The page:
Many of you have been growing your seeds from the $10 Garden Seed Kit for your spring garden indoors for about 6 weeks now. You’ve been giving them lots of love by watering and fertilizing them. You’ve been preparing them for the transition to the big outdoors by hardening them off. Finally, they day is here – it’s time to get them planted outdoors in the garden. What an exciting day!
Follow these simple tips and your seedling’s transition from indoors to outdoors is sure to be a success!
How big should seedlings be before transplanting outdoors?
Although there is no absolute rule of how big a seedling should be to transplant outdoors, I like to transplant my seedlings when they have 3-4 sets of true leaves. True leaves are different from the baby leaves that the seedling has when it first sprouts. They are the adult leaves that look like the leaves of the veggie you are growing. Transplanting at this stage will ensure that the seedling will be strong enough to weather the outdoor elements in a larger container or in your garden.
When to plant outdoors?
In order to make transplanting a successful process, the right timing is critical. Put them outside too soon and they may not be ready for the harsher outdoor environment. If you wait too long to transplant, they may become stunted and root bound in their original containers.
If you live in a cold winter climate, it’s safe to move your warm weather seedlings outdoors after your last frost date of the season, and when the nights have warmed up to 50-65 degrees F on a regular basis. By waiting for the right time, your warm weather veggies won’t get damaged by frost. Find out here when your last frost date is.
Prepare you garden bed
Remove weeds and rocks in your garden bed and loosen the soil a few inches down. I like to use a pitchfork or hand cultivator and break up any large dirt chunks so the soil is nice and loose.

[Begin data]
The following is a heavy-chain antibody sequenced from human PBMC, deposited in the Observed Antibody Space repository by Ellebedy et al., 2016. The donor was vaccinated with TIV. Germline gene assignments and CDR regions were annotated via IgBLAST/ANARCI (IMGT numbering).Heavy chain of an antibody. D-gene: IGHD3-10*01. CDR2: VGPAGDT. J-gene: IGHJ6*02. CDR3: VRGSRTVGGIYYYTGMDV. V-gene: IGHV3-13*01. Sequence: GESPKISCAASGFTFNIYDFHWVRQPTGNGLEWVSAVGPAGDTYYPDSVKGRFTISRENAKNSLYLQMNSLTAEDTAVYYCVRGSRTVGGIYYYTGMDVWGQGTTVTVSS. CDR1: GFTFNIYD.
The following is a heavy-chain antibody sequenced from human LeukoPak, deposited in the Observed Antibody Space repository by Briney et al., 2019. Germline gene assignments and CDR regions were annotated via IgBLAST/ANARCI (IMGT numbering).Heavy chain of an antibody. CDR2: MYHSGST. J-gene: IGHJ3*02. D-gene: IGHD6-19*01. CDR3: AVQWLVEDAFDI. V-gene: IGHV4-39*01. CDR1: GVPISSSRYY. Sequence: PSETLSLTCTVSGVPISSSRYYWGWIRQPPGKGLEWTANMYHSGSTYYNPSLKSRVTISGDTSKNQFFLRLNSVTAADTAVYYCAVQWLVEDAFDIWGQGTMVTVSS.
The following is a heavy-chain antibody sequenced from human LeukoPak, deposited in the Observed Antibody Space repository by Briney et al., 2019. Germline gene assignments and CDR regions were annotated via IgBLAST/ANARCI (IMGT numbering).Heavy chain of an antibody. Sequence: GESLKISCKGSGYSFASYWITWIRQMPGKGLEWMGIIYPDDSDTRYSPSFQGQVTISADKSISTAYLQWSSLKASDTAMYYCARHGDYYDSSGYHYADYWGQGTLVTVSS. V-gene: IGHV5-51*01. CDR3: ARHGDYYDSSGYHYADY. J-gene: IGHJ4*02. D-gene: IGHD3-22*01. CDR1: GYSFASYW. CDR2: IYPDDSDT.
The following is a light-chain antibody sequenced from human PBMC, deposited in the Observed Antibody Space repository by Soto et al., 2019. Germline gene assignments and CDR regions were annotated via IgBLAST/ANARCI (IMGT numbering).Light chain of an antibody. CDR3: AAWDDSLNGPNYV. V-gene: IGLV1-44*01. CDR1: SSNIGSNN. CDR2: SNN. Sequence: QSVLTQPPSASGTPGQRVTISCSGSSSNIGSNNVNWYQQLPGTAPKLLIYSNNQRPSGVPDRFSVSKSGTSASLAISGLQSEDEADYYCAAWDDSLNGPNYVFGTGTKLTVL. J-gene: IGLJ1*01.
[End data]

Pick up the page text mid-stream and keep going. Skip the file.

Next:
Amend your soil
Most of us have less than perfect soil in our gardens and need amend (or improve) our soil with organic nutrients, such as compost. Compost only increases the nutrients in the soil, and loosens up compacted soil, so that air, water, nutrients and roots can penetrate.
Add a few inches of compost to your garden bed, working it in with your pitchfork or shovel. Next, thoroughly wet down your garden bed until the soil is nice and moist, but not muddy. Now you are ready to plant your garden!
Lay out your plants
Before I plant a garden bed, I like to lay out my seedlings to get an idea of what will fit in my garden bed. Space them out according to the directions on
the seed packets, and check out my eBook “Growing 5 Warm Weather Veggies Made Easy” for for more specific info on how to grow each veggie.
Dig a hole – add organic nutrients
Dig a hole a bit deeper and wider than the container your plant is in. Add some good organic nutrients to the planting hole. These nutrients feed your plant right away, gets it off to a good start and helps to avoid transplant shock. My favorite nutrients to the planting hole are Trifecta+(has quick release and slow release nutrients) and Vermisterra Worm Castings. You can purchase them for a 10% discount through the above links.
Time to Plant!
Carefully grasp the plant stem, turn your container over, and gently squeeze the container to loosen the plant. If you are using the containers made from recycled material, just peel away the container from the plant.
Place your plant in the hole you dug, cover with soil and water around the base of the plant. I like to water with Vermisterra Worm Tea, which is especially good for stimulating root development and helping your plant grow healthy and productive.
Congratulations! Your spring garden is planted! Now all you need is some sunshine (and patience!) as you wait for your warm weather plants to grow and produce healthy, tasty veggies for you to eat and share with those you love most!
Watch the video from the $10 Garden Series on my YouTube channel, “Transplanting Seedlings into Your Garden, Prepping and Amending Soil” so you know exactly what to do.
Comment below if you are transplanting your seedlings in your garden and let me know what you are especially excited about growing this spring. Happy Gardening!
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